ODESSA, Tex. — For 45 years, they've roamed from coast to coast to work long hours for no pay and usually footed the bill to do so. They've partied with peons and presidents and roughnecks and nobility, all in the name of barbecue, boosterism, fun and fellowship.
They're the Odessa Chuck Wagon Gang, a well-heeled, civic-minded group of businessmen who have traveled millions of miles on behalf of this rough-and-tumble western Texas oil and gas mecca of 100,000 people.
Resplendent in gold and brown uniforms with Western hats and boots, gang members prepare and serve pit-cooked barbecue for groups ranging from 35 to 35,000, as far away as Scotland and Norway.
$50,000 Out of Pocket
"It's a unique organization," said "boss" Bill Cooper, who is riding herd over the 1985 Chuck Wagon Gang at a personal cost estimated by colleagues at around $50,000.
And Cooper campaigned hard for the job.
Formed in 1940 and patterned after the chuck wagon cooks who traveled the cow trails of the Old West, the gang has 250 members who elect a "boss" instead of a president each year.
Because of monetary and time demands, gang members, and especially bosses, often are oilmen, doctors, business executives, attorneys, bankers and the like.
Membership remains constant with 125 active and 125 non-active members, and there is a waiting list.
Oil to Banking
In real life, Bill Cooper's business interests range from oil to banking, but most of his 1985 activities center around the Chuck Wagon Gang.
Those activities include 50 or 60 "feeds" from Muleshoe, Tex., to Nashville, Tenn., and could involve a trip to China at the request of an Odessa-based oil field supply company. The price of a dinner at one of these feeds averages $4 to $5.
"We're a nonprofit organization, and we charge only enough to cover expenses and keep our equipment up," Cooper said. "We've been doing it for 45 years now, so we've got it down to a pretty good art."
The gang has barbecued for 10,000 at the Smithsonian Institution in Washington and for 30,000 at the Klondike Days festival in Canada. It has fed 18,000 and more at the annual Permian Basin Oil Show in Odessa and 5,000 at an oil show in Aberdeen, Scotland.
Its members have stood before governors, congressmen, legislators, Indian chiefs and the late President Lyndon B. Johnson. They have served up benefits for the United Way, the Permian Basin Rehabilitation Center and any number of youth organizations.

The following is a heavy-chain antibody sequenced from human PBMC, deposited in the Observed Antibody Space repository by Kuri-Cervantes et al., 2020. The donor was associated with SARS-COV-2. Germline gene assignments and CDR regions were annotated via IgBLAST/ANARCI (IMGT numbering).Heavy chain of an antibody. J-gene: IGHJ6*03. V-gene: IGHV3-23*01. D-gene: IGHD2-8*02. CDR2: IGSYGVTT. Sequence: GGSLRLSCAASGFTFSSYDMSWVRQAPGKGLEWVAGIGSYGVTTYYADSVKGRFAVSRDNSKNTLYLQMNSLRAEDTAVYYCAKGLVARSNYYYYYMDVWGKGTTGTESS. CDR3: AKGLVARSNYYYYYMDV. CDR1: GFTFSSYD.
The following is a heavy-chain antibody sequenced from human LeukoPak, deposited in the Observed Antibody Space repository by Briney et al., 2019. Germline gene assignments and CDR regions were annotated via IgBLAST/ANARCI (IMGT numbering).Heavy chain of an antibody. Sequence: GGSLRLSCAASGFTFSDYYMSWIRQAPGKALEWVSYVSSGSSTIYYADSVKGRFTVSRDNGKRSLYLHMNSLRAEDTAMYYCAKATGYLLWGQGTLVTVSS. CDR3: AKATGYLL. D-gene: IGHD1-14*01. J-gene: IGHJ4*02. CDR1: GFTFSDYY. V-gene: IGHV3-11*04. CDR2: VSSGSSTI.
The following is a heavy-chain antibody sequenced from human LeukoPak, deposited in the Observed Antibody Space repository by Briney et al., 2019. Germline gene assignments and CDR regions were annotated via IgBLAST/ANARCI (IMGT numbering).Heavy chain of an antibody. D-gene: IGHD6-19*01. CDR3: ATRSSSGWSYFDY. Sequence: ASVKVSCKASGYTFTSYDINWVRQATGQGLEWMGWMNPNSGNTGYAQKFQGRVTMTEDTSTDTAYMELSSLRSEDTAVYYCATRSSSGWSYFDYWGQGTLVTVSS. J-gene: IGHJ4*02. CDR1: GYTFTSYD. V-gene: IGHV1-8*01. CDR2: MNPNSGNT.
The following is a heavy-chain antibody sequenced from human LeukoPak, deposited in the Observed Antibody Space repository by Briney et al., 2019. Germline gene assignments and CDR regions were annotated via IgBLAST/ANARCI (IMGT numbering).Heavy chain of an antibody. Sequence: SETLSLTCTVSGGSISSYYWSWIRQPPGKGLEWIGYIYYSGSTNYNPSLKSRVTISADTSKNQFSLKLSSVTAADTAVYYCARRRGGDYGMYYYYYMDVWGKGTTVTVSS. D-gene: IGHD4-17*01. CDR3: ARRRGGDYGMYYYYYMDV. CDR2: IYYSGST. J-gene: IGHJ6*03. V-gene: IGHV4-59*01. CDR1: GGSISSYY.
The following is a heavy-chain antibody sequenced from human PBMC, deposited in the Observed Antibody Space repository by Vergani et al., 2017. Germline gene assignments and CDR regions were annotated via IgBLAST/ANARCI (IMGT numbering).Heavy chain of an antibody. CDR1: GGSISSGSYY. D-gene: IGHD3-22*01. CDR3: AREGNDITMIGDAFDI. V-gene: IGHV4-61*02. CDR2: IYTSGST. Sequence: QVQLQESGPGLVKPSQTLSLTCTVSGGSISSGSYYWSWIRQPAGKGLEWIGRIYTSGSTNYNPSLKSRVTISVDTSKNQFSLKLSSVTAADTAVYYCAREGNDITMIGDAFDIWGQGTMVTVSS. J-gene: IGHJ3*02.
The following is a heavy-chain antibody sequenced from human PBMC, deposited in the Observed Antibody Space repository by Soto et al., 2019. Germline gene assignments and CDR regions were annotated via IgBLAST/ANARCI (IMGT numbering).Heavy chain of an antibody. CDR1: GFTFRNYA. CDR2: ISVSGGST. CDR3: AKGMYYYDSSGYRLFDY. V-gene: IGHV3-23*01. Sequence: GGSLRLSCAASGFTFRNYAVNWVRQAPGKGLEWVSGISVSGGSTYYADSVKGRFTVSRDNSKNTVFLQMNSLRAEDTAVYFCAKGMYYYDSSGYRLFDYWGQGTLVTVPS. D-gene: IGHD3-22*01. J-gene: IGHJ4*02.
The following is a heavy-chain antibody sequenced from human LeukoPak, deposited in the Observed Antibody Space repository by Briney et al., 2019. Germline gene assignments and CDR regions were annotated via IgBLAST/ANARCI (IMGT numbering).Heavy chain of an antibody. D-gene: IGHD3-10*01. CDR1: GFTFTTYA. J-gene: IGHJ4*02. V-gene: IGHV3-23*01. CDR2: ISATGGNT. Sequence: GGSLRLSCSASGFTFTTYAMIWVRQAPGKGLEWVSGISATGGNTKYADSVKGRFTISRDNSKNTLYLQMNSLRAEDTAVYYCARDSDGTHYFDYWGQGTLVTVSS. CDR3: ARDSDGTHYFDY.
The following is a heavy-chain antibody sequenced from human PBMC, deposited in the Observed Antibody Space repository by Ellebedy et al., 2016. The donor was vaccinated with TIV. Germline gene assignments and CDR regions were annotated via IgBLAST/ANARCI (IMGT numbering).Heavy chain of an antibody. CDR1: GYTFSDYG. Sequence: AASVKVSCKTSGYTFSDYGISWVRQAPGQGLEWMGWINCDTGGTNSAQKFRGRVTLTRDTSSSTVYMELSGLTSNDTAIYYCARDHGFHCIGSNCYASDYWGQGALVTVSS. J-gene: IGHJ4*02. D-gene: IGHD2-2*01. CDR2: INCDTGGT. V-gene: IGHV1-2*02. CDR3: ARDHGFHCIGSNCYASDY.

They struggled through the lean times of World War II and swallowed a $30,000 loss from a Wisconsin group that failed to pay for a feed.
Under normal conditions, the gang prepares 20- to 25-pound cuts of choice beef in 4-by-6-foot underground pits covered with steel lids.
"We can cook 350 pounds in each pit," Cooper said. And sometimes they use lots of pits.
The gang served more than 35,000 people at the Grand Old Opry Fan Fair in Nashville last June. At that appearance, Cooper said, the gang pit-cooked 18,000 pounds of beef, sausage and ham and served 500 gallons of barbecue sauce, 3,600 pounds of beans, 1,800 loaves of bread, 5,000 pounds of cole slaw, 3,000 pounds of onions, 1,800 gallons of ice tea and "buckets and buckets of pickles."
Nashville a 'Must'
The Nashville caper is a "must" for the 125 active gang members. They travel to Tennessee on a chartered plane after sending their 18-wheeler with pots and pit equipment on ahead.
"This was our 14th year to cook in Nashville," said Cooper, recalling a number of memorable moments while rubbing shoulders with the likes of Charley Pride, Dolly Parton, Loretta Lynn and Barbara and Louise Mandrell.
According to gang legend, it was in Nashville one year that a friendly drunk wandered into the campsite and inquired about a drink.
"Over there," replied a gang member, nodding toward a bottle of bourbon. The drunk instead picked up a jug of liquid smoke, a meat basting sauce full of spices and condensed wood smoke flavor, and took a long pull.
"Damn," he cried, "you Texans are tough!"
Millionaires Peel Onions
These men are more accustomed to giving orders than to taking them, but it is not uncommon to find a millionaire peeling onions, dishing up cole slaw and then scrubbing pots.
"I never worked as hard in my life as I did at Nashville," said Dave Lyons, publisher of the Odessa American and a rookie gang member this year. He said his feet were so sore one night that it took him 20 minutes to remove his boots.
Cooper and Lyons said the sole purpose of the gang is to promote Odessa, but a pleasant bonus is the camaraderie among members.
'A Lot of Laughs'
"We work hard and we play hard," Cooper said.
"It's a fellowship kind of thing, and a lot of laughs," Lyons said.
A woman in the food line once observed a member wearing an expensive watch and said: "I don't know how you people can afford a Rolex watch with the money you make."
"Lady," the member, a millionaire oilman, said with a sigh, "we make it on overtime."